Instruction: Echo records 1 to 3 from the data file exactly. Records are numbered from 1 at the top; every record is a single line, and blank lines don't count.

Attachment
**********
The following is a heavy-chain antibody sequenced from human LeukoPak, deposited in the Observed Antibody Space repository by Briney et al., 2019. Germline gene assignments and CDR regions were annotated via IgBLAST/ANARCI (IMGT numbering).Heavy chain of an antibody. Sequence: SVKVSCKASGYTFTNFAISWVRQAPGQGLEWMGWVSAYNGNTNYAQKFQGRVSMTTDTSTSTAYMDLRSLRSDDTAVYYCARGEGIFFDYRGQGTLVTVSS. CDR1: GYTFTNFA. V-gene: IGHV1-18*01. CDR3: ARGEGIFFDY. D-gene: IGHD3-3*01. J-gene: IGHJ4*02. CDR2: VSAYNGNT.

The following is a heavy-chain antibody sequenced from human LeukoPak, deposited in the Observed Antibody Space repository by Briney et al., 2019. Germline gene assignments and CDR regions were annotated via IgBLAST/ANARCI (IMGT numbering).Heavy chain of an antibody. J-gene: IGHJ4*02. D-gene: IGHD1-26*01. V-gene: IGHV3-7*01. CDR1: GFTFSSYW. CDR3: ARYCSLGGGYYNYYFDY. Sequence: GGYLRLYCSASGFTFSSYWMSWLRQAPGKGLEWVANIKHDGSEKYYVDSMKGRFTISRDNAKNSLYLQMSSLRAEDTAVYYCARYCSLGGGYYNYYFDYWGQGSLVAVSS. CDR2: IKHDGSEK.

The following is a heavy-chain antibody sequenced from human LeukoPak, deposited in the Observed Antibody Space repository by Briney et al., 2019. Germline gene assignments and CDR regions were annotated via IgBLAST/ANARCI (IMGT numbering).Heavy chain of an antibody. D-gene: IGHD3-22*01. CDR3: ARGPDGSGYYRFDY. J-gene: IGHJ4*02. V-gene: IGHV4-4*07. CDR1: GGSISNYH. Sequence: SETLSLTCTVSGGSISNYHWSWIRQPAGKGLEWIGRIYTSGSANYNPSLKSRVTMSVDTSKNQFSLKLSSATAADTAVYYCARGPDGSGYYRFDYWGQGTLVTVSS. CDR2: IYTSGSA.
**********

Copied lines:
The following is a heavy-chain antibody sequenced from human LeukoPak, deposited in the Observed Antibody Space repository by Briney et al., 2019. Germline gene assignments and CDR regions were annotated via IgBLAST/ANARCI (IMGT numbering).Heavy chain of an antibody. Sequence: SVKVSCKASGYTFTNFAISWVRQAPGQGLEWMGWVSAYNGNTNYAQKFQGRVSMTTDTSTSTAYMDLRSLRSDDTAVYYCARGEGIFFDYRGQGTLVTVSS. CDR1: GYTFTNFA. V-gene: IGHV1-18*01. CDR3: ARGEGIFFDY. D-gene: IGHD3-3*01. J-gene: IGHJ4*02. CDR2: VSAYNGNT.

The following is a heavy-chain antibody sequenced from human LeukoPak, deposited in the Observed Antibody Space repository by Briney et al., 2019. Germline gene assignments and CDR regions were annotated via IgBLAST/ANARCI (IMGT numbering).Heavy chain of an antibody. J-gene: IGHJ4*02. D-gene: IGHD1-26*01. V-gene: IGHV3-7*01. CDR1: GFTFSSYW. CDR3: ARYCSLGGGYYNYYFDY. Sequence: GGYLRLYCSASGFTFSSYWMSWLRQAPGKGLEWVANIKHDGSEKYYVDSMKGRFTISRDNAKNSLYLQMSSLRAEDTAVYYCARYCSLGGGYYNYYFDYWGQGSLVAVSS. CDR2: IKHDGSEK.

The following is a heavy-chain antibody sequenced from human LeukoPak, deposited in the Observed Antibody Space repository by Briney et al., 2019. Germline gene assignments and CDR regions were annotated via IgBLAST/ANARCI (IMGT numbering).Heavy chain of an antibody. D-gene: IGHD3-22*01. CDR3: ARGPDGSGYYRFDY. J-gene: IGHJ4*02. V-gene: IGHV4-4*07. CDR1: GGSISNYH. Sequence: SETLSLTCTVSGGSISNYHWSWIRQPAGKGLEWIGRIYTSGSANYNPSLKSRVTMSVDTSKNQFSLKLSSATAADTAVYYCARGPDGSGYYRFDYWGQGTLVTVSS. CDR2: IYTSGSA.